I don't think the art or the story was bad. But what clearly happened here is a complete and utter lack of synergy between a good artist and a good storyteller. As such, the art didn't further the story and the story couldn't depend on the art to tell the details. The dialogue rarely pushed the story further and the art never further the story graphically. I can honestly say that I had no clue what was happening for 3/4 of the book. And well, aren't we through with 1-dimensional evil military types who kill innocents for their own glory (There are several 'moustach twirler' eeeevil military types in this story).

I think there was a love story somewhere in there - he may have been killed, not sure. And there's a story of conflict between natural borns (helots in the story) and the genetically enhanced (Slicers). Not sure that was really important to the story either.

The quality of the book itself was, like it's story and art, conflicted.
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1 of 1 people found the following review helpful By H. Bala TOP 500 REVIEWER on January 28, 2011
Format: Paperback Verified Purchase
Yep, this one scratches that itch, if you're a hard core military sci-fi fan. SHRAPNEL: ARISTEIA RISING is a blistering, good old-fashioned war story set in the far-flung future. Centuries from now, man will have expanded its territories across the solar system. You'd think with more breathing room, people would be more apt to give each other space, respect each other's privacy, be more tolerant, yada, yada, yada. It's a pipe dream. Because in the future, according to SHRAPNEL: ARISTEIA RISING, man is as much of an asshat. In the future, the war drums beat on.

The expansionist Solar Alliance of Planets has been systematically conquering the solar system, and now it's gotten around to the final holdout: the independent mining colonies of Venus. The Solar Alliance's representative tells the President of Venus: "Please don't consider this an occupation, Mr. President. We're simply here to make sure the Alliance's democracy and its way of life are spread across the system uniformly." The defiant President of Venus pretty much gives him the finger. War, on.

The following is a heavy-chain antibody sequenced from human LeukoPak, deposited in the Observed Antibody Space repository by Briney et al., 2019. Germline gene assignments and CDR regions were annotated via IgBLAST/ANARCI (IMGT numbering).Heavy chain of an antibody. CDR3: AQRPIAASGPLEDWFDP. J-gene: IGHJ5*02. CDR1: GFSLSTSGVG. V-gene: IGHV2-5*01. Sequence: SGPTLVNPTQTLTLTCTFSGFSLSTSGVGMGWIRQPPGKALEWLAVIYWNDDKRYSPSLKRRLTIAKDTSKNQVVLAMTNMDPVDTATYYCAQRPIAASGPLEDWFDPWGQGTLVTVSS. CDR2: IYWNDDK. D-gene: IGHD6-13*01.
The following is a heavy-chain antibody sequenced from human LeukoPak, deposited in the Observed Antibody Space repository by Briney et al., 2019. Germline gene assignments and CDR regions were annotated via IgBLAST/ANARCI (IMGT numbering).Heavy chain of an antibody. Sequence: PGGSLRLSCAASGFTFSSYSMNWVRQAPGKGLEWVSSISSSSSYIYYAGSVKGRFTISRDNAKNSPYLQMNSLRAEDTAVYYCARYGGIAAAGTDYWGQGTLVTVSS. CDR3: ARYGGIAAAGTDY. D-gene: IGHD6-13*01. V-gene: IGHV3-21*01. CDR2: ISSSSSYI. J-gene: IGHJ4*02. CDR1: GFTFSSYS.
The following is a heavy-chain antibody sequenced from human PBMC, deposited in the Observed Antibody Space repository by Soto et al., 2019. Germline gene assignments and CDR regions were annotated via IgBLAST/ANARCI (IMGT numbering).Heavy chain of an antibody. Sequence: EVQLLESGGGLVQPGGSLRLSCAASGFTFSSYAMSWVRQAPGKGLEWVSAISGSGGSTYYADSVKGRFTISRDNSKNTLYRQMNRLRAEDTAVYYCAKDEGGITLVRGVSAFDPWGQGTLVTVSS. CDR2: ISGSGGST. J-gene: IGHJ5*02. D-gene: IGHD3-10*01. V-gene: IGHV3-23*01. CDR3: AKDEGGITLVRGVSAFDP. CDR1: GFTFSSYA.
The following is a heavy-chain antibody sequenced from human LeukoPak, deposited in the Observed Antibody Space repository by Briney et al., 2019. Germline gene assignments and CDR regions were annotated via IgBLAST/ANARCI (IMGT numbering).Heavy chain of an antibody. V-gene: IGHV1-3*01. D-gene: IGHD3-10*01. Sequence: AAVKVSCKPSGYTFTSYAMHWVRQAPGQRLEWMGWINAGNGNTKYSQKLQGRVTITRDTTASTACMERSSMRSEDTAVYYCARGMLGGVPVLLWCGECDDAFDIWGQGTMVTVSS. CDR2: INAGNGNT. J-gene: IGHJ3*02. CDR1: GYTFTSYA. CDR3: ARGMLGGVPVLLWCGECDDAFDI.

Except that it bodes to be a hell of an uneven contest. The mighty Solar Alliance of Planets deploys its highly trained United Space Marine Corps. The mining colonies of Venus have had one year of half-arsed militia training. But, unknowingly, these mining colonies happen to be home to the most notorious soldier in recent years, come to Venus to escape her past.

No one figured on Sam, mysterious and distant. Sam is one of them reluctant heroines, someone world-weary and guilt-ridden and who just wants to blend into the background. In private Sam often converses with her personal holographic psychologist in the shape of her dead kid sister Ria.
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Format: Paperback Verified Purchase
I was inspired in reading the graphic novel when I read online that a movie is in pre-production. So I purchased this and gave the graphic novel a try.

I thought the story was well written. It kept my interest throughout and I am interested in reading the next.

The art was well done. Lots of colors and inked very well. There were a few instances where the images were a bit of a challenge to follow. Which made the story a bit more difficult. Thankfully the dialogue was easy enough that it made up for some of the arts confusing sections.

Don't get me wrong, the occasionally hard to follow panel or image is not a major issue. At best it is a minor issue. The previous reviews are pretty accurate and on target with their assessments. But I wrote this review because I wanted to emphasize a particular point.

What is a major issue with the book is the binding of the graphic novel itself. It's garbage. The glue on the binding is worthless and the whole thing came apart in one sitting. And it's not like I was being rough with it or anything. It is bad enough that rating wise, it's at least a 1 star detraction. What good is it buying paper over digital, if the paper does not hold up from one reading?

I would rate overall the story and art 4.5 stars (I would probably round up when actually rating it). But because of the binding issue alone, that immediately makes this a 3.5 star book.